In the third and final segment of our 'Employee Theft' series, IT Group experts, Jason Coyne and Tony Sykes, took part in a roundtable feature for Corporate Disputes magazine entitled 'Cyber Security and Employee Risks'.
In this article, our experts discuss the possible reasons behind this sudden surge and the strategies organisations need to adopt to enhance their internal cyber security.
CD: To what extent are you seeing a rise in cyber related employee theft? Are today’s companies at greater risk of discovering their electronic data has been copied or stolen?
Coyne: Employee theft has ballooned in the last year in particular. This is likely to be due to a number of technical and commercial factors. Perhaps the biggest technical factor is the rise of cloud-based management systems which allow users to access data from anywhere provided they have the correct credentials. Partner this with the fact that essentially everyone is now connected to the Internet via their mobile devices, and it is easy to see how a soon-to-be ex-employee could procure sensitive information for later use. It takes very little technical ability to access information in this way, and it is very difficult for firms to effectively protect against since the theft is being carried out by a ‘trusted’ source.
Sykes: Employee knowledge of forensic tools available to track down their misdemeanors is definitely lagging behind our capabilities and with mobile devices being the single highest means of stealing company data, ex-employees feel safe seemingly because they have the phone and we don’t. But we are assisting in many cases where locational data absolutely identifies the means by which company IP and data has been stolen. Combining this with more traditional cell site analysis and forensic data recovery and there are few opportunities to be assured of anonymity.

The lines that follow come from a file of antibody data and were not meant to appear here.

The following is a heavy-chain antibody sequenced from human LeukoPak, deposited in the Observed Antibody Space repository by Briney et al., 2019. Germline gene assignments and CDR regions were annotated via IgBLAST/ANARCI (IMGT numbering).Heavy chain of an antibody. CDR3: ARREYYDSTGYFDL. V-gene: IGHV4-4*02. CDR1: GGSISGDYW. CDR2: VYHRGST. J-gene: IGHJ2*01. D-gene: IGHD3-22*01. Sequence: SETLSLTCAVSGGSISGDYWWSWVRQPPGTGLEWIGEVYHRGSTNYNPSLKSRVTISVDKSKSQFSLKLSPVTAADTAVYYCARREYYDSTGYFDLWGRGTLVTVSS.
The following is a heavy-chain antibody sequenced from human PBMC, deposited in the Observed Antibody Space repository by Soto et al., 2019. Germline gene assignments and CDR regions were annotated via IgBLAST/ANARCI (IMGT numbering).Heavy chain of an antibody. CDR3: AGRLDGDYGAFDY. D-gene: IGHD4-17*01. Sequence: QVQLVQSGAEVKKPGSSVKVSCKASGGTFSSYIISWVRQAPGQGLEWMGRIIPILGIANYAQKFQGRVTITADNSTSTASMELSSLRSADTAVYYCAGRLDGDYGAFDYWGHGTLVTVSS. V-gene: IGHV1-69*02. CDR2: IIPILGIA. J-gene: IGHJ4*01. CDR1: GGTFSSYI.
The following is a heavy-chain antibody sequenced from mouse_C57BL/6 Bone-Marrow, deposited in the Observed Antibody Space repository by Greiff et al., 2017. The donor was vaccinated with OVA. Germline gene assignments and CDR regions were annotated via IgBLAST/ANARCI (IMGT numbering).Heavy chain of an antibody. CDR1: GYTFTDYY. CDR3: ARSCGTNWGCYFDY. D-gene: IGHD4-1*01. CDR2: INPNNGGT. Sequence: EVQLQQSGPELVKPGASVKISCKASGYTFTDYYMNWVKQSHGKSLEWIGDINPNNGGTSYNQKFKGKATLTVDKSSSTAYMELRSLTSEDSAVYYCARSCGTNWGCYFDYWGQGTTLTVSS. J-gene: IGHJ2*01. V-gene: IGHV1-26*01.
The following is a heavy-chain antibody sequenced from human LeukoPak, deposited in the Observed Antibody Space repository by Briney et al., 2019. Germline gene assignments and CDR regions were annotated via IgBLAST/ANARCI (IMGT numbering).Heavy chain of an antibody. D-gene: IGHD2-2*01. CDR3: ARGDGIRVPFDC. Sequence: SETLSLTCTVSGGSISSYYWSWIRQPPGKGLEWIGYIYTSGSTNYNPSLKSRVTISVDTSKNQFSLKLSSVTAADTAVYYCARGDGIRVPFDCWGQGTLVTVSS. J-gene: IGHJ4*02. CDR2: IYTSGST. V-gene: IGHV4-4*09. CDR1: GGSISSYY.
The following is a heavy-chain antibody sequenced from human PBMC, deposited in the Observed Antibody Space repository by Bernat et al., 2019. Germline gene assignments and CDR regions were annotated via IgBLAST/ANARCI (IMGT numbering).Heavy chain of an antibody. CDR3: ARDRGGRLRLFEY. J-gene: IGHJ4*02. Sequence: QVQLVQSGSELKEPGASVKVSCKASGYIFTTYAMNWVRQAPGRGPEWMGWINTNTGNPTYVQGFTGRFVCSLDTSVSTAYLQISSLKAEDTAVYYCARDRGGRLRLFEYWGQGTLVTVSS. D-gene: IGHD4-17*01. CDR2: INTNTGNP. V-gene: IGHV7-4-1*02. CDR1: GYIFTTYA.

CD: In your experience, are malicious employees – who may be looking to harm a company or profit dishonestly from it – growing savvier about the value of business data they routinely handle, and the impact of its loss to a business?
Coyne: I don’t know whether or not such employees are growing savvier about the business impact of their actions, but they certainly seem to be growing savvier in terms of understanding the ease with which they can exploit cloud-based systems which are not tightly regulated.
We have dealt with a case in recent weeks where an employee had attempted to sell his employer's computer source code on one of the popular internet trading platforms. This caused significant concern as the source code had been licensed by his employer to many clients.
Sykes: I think this question is a natural segue from the first question. In my opinion knowledge and awareness is definitely lagging behind our capabilities to track and identify but there is definitely a greater understanding with regards to backups and recovery options. In a Crown Court case last year I had to track down and prove the perpetrator of a deletion, not only of the entire company’s database, but all their backups in a datacentre in London and their secondary cloud backups. While this was eventually done and most of the data was restored, the cost in real terms was very significant and while the Police did a very thorough and professional job, it was difficult at times to get the commitment from them because the view was (possibly quite justified) that no one was attacked, no one was killed - it was just data.
Read part 1 & 2 of the 'Employee Theft' series: